• Monday, April 15, 2024


Racial discrimination, bullying on maternity wards threaten mothers and babies, UK doctors’ watchdog chief warns

Representational Image: iStock

By: Shubham Ghosh

RACIAL discrimination and bullying on maternity wards could have a disastrous impact for both mothers and babies, the head of the UK’s General Medical Council (GMC) has warned.

Young medics working in obstetrics and gynaecology were at a greater risk of being undermined by their peers and get less support than colleagues who are in other specialisations, Charlie Massey, the chief executive of the doctors’ watchdog, told The Telegraph.

Doctors from ethnic minorities feel less supported than those from the white community, he added.

Massey’s remarks come in the wake of a series of NHS maternity scandals in recent years, the latest being the one at Shrewsbury and Telford Hospital Trust, where an investigation found more than a dozen women and 40 children died because of unsafe care.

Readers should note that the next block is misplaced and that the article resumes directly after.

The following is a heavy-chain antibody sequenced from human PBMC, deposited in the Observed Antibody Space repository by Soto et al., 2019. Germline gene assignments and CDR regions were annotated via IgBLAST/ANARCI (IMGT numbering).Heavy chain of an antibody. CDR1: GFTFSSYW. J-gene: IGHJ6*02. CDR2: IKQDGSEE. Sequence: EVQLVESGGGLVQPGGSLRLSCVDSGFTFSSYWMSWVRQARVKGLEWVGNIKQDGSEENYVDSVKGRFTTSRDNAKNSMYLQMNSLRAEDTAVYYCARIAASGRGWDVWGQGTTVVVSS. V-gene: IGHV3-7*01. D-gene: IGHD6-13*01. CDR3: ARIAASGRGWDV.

According to Massey, the risk of unsafe care could lead to “absolutely tragic” human cost.

Addressing the NHS Confederation Conference, the GMC chief cited data to say that obstetrics and gynaecology trainees confessed they experienced more bullying and are also more likely to change to other specialties because they feel less well supported than their counterparts in other specialities.

Massey added that it is a profession that loses more of its newly-appointed consultants than others and it is also an area where doctors from ethnic minorities feel they are more at a disadvantage than their white counterparts.

Culture, leadership also matter, says GMC chief

“Culture and leadership are also frequent themes. This manifests itself in a lack of honesty, poor clinical governance and poor teamwork between the different professions, and it too often it leads to missed opportunities to learn and a failure to spot problems at an early stage,” Massey said.

The Ockenden Report into the scandal at Shrewsbury and Telford, published last December, found the trust having failed to conduct a proper probe into cases of poor care by the staff members over decades. That included not giving women choice at birth and forcing them to undergo painful forceps deliveries resulting in babies having broken bones.

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